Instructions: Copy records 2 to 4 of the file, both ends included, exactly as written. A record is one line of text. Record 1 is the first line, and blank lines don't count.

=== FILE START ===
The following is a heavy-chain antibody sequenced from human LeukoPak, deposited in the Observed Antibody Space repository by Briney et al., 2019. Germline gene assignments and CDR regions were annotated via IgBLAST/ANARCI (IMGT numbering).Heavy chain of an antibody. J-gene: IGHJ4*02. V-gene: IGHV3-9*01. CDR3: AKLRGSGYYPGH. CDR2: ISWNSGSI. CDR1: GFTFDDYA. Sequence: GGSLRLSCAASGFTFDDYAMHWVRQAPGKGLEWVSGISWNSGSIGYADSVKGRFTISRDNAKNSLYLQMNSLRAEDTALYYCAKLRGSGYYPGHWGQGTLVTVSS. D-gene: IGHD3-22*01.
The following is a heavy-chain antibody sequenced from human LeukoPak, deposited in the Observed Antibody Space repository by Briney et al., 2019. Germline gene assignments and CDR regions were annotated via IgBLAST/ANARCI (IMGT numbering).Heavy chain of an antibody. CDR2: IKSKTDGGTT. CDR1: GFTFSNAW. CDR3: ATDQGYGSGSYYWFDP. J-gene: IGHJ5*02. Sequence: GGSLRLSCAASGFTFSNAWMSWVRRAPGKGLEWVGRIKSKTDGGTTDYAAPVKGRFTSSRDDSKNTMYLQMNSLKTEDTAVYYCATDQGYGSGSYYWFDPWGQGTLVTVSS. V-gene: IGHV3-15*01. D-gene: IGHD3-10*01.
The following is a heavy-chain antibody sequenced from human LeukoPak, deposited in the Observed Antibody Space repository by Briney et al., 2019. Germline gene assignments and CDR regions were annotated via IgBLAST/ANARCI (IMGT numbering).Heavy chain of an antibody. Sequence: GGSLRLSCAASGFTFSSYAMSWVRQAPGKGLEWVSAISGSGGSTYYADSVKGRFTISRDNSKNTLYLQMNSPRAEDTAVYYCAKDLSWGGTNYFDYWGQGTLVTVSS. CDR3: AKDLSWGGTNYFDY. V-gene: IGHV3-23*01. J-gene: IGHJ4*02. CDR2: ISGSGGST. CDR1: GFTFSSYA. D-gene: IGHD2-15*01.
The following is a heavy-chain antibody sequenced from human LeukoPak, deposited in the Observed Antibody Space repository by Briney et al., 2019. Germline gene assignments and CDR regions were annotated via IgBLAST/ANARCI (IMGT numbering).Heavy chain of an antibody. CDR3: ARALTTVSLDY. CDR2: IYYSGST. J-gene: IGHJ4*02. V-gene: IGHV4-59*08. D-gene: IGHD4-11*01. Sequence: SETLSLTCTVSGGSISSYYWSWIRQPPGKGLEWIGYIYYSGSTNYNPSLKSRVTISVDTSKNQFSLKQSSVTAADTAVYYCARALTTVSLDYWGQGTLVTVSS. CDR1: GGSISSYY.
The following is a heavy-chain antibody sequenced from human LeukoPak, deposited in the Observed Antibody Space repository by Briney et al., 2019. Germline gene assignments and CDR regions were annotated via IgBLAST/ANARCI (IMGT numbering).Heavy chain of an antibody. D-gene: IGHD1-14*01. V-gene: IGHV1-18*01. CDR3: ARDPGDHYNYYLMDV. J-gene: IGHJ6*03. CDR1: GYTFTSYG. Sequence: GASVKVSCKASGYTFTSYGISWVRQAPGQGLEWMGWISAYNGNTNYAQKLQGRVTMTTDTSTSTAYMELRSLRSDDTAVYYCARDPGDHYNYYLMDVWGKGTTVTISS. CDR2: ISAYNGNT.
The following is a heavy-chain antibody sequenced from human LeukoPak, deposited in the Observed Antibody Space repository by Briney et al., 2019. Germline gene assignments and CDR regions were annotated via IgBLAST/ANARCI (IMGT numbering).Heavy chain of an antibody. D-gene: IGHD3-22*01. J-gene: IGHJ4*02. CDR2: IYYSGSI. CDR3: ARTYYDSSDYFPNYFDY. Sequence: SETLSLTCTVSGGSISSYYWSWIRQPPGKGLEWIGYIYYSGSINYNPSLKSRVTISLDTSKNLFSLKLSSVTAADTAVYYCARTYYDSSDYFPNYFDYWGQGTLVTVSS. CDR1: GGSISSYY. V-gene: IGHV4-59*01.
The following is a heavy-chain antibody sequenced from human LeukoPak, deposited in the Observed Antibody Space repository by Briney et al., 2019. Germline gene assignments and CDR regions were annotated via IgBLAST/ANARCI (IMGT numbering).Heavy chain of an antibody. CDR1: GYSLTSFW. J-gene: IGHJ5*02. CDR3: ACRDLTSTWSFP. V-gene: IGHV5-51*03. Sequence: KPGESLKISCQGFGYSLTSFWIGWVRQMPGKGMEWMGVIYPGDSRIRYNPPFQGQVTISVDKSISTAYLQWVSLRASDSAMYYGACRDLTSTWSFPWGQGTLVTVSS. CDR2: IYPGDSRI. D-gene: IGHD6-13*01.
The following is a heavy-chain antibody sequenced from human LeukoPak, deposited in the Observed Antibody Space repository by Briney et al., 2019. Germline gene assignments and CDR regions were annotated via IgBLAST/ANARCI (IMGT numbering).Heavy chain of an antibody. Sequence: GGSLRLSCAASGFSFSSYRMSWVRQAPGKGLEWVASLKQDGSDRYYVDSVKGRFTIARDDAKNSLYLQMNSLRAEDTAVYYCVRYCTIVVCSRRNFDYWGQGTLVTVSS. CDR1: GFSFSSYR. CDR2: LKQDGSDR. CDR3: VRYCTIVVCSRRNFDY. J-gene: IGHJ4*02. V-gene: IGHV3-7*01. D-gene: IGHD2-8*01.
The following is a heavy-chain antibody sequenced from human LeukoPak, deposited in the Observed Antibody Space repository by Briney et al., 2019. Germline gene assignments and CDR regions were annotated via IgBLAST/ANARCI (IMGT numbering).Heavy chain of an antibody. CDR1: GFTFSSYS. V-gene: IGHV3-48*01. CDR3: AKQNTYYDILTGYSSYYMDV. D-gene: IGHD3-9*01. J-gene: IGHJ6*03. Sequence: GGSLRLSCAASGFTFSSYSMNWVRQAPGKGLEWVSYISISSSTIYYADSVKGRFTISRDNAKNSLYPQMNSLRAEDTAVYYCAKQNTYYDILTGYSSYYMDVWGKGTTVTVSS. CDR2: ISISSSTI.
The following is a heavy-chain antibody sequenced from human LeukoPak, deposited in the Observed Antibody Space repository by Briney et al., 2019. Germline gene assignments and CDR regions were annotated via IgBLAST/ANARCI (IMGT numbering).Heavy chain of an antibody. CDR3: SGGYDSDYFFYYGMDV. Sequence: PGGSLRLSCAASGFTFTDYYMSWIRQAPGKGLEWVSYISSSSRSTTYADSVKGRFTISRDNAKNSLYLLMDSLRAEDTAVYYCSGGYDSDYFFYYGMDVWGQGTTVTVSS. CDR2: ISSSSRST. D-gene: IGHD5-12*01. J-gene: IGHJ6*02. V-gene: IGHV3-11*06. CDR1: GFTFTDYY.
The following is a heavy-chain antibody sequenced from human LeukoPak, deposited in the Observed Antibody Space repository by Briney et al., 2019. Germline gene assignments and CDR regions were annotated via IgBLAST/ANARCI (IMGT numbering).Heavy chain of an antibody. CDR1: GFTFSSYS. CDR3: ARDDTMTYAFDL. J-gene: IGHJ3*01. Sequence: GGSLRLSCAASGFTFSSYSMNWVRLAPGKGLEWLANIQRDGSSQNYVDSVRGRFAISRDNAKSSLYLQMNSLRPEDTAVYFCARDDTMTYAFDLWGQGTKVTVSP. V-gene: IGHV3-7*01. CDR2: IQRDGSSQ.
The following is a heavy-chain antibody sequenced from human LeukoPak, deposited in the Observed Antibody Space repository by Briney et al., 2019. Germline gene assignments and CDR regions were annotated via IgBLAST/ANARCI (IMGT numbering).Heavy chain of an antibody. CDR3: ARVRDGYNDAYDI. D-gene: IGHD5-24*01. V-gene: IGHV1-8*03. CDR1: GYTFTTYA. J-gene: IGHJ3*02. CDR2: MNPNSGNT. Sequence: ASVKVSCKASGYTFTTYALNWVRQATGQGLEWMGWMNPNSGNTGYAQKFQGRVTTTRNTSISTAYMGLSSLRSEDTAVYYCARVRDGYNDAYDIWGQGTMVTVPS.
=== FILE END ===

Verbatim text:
The following is a heavy-chain antibody sequenced from human LeukoPak, deposited in the Observed Antibody Space repository by Briney et al., 2019. Germline gene assignments and CDR regions were annotated via IgBLAST/ANARCI (IMGT numbering).Heavy chain of an antibody. CDR2: IKSKTDGGTT. CDR1: GFTFSNAW. CDR3: ATDQGYGSGSYYWFDP. J-gene: IGHJ5*02. Sequence: GGSLRLSCAASGFTFSNAWMSWVRRAPGKGLEWVGRIKSKTDGGTTDYAAPVKGRFTSSRDDSKNTMYLQMNSLKTEDTAVYYCATDQGYGSGSYYWFDPWGQGTLVTVSS. V-gene: IGHV3-15*01. D-gene: IGHD3-10*01.
The following is a heavy-chain antibody sequenced from human LeukoPak, deposited in the Observed Antibody Space repository by Briney et al., 2019. Germline gene assignments and CDR regions were annotated via IgBLAST/ANARCI (IMGT numbering).Heavy chain of an antibody. Sequence: GGSLRLSCAASGFTFSSYAMSWVRQAPGKGLEWVSAISGSGGSTYYADSVKGRFTISRDNSKNTLYLQMNSPRAEDTAVYYCAKDLSWGGTNYFDYWGQGTLVTVSS. CDR3: AKDLSWGGTNYFDY. V-gene: IGHV3-23*01. J-gene: IGHJ4*02. CDR2: ISGSGGST. CDR1: GFTFSSYA. D-gene: IGHD2-15*01.
The following is a heavy-chain antibody sequenced from human LeukoPak, deposited in the Observed Antibody Space repository by Briney et al., 2019. Germline gene assignments and CDR regions were annotated via IgBLAST/ANARCI (IMGT numbering).Heavy chain of an antibody. CDR3: ARALTTVSLDY. CDR2: IYYSGST. J-gene: IGHJ4*02. V-gene: IGHV4-59*08. D-gene: IGHD4-11*01. Sequence: SETLSLTCTVSGGSISSYYWSWIRQPPGKGLEWIGYIYYSGSTNYNPSLKSRVTISVDTSKNQFSLKQSSVTAADTAVYYCARALTTVSLDYWGQGTLVTVSS. CDR1: GGSISSYY.